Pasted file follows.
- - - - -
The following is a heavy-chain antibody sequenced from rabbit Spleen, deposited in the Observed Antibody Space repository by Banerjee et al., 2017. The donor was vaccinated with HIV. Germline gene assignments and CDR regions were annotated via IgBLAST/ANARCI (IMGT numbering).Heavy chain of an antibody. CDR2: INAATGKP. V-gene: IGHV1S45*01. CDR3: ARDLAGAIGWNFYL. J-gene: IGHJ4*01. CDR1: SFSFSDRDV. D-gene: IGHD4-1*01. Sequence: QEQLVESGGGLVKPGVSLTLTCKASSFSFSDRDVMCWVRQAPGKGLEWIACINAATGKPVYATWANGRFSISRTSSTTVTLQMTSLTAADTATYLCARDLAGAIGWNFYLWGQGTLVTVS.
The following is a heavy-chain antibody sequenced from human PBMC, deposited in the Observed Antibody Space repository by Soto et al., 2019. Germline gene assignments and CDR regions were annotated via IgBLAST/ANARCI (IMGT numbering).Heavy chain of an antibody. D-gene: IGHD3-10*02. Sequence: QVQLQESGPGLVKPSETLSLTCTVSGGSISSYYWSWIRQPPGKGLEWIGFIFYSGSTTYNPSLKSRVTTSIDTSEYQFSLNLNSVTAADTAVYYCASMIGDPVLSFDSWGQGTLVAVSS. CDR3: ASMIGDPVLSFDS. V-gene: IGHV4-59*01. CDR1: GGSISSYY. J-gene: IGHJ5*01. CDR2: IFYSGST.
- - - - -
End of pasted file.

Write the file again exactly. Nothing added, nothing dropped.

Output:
The following is a heavy-chain antibody sequenced from rabbit Spleen, deposited in the Observed Antibody Space repository by Banerjee et al., 2017. The donor was vaccinated with HIV. Germline gene assignments and CDR regions were annotated via IgBLAST/ANARCI (IMGT numbering).Heavy chain of an antibody. CDR2: INAATGKP. V-gene: IGHV1S45*01. CDR3: ARDLAGAIGWNFYL. J-gene: IGHJ4*01. CDR1: SFSFSDRDV. D-gene: IGHD4-1*01. Sequence: QEQLVESGGGLVKPGVSLTLTCKASSFSFSDRDVMCWVRQAPGKGLEWIACINAATGKPVYATWANGRFSISRTSSTTVTLQMTSLTAADTATYLCARDLAGAIGWNFYLWGQGTLVTVS.
The following is a heavy-chain antibody sequenced from human PBMC, deposited in the Observed Antibody Space repository by Soto et al., 2019. Germline gene assignments and CDR regions were annotated via IgBLAST/ANARCI (IMGT numbering).Heavy chain of an antibody. D-gene: IGHD3-10*02. Sequence: QVQLQESGPGLVKPSETLSLTCTVSGGSISSYYWSWIRQPPGKGLEWIGFIFYSGSTTYNPSLKSRVTTSIDTSEYQFSLNLNSVTAADTAVYYCASMIGDPVLSFDSWGQGTLVAVSS. CDR3: ASMIGDPVLSFDS. V-gene: IGHV4-59*01. CDR1: GGSISSYY. J-gene: IGHJ5*01. CDR2: IFYSGST.